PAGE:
This region of northwestern Pennsylvania is made up of Erie, Crawford, Venango, Mercer, and Lawrence counties. The region's topography is unique in the commonwealth, composed of relatively flat land creating a gently rolling surface formed by glacial action nearly 15,000 years ago. Covered with fertile soil and watered by several rivers, including the Allegheny, the region is well suited to farming. The state's northern border is Lake Erie, which has had a profound impact on the region's economy, especially in Erie County, opening it up to trade with neighboring states.
Settlement began in the late eighteenth century. In 1785 and 1786, over 600,000 acres of land in Mercer, Lawrence, Crawford, and the northern half of Butler counties were surveyed and divided into more than one thousand 200- to 500-acre plots labeled “Donation Lands.” They were earmarked for Revolutionary War soldiers as a supplement to the badly depreciated Continental currency with which they had been paid. From the end of the war through 1810, soldiers could apply for a plot sized according to their rank. Many soldiers, preferring cash to land in this remote place, sold their plots to land speculation companies. The Holland Land Company bought a million and one-half acres, while the North American Land Company and the Pennsylvania Population Company acquired smaller portions. Confusion over who held the title to these lands—the large companies or the squatters who came and built farms—plagued the courts for decades and slowed development.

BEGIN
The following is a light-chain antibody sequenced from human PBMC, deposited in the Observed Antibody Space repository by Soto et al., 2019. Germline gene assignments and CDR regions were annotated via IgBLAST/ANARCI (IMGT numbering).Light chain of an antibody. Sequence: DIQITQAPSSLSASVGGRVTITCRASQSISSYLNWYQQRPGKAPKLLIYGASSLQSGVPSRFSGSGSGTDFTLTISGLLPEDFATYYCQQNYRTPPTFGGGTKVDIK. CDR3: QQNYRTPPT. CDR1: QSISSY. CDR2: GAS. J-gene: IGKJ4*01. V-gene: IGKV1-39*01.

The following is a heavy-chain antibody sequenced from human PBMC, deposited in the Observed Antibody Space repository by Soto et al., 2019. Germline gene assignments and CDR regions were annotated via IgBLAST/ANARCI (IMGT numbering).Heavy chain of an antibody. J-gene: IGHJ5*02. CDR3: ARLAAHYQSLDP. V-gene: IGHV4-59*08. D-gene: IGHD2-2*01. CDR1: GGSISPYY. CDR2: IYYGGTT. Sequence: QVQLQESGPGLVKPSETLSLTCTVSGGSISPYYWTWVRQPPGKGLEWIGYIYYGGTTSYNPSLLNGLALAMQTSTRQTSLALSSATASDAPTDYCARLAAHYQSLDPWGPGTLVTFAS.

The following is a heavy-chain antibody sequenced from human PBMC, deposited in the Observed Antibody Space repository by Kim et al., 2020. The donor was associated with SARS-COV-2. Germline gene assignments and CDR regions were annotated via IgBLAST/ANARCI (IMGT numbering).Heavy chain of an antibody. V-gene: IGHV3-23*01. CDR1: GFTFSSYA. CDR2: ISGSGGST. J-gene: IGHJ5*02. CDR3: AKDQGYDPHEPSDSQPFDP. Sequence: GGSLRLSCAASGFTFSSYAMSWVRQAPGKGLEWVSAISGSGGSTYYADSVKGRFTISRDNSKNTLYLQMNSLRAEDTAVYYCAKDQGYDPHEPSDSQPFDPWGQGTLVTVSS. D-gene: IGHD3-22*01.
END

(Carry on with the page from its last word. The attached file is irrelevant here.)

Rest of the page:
Architectural influences initially came from Connecticut settlers, who after 1825, often arrived via the Erie Canal in New York. Frame and stone Greek Revival buildings characterize the older building stock, with occasional multisided houses and octagonal barns for variety. When Edwin Laurentine Drake discovered an efficient method of pumping oil in 1859, investment to the area boomed, and houses in the architectural styles popular in the 1870s followed. Many remain intact since the boom went bust within a generation and the pressures for development slowed markedly by the turnof-the-twentieth century. Small towns with populations ranging from 1,500 to 10,000 dot the landscape, except on the outskirts of Erie, which is rapidly suburbanizing. In the twenty-first century, tourism, agriculture, lumbering, and some manufacturing occupy most residents.
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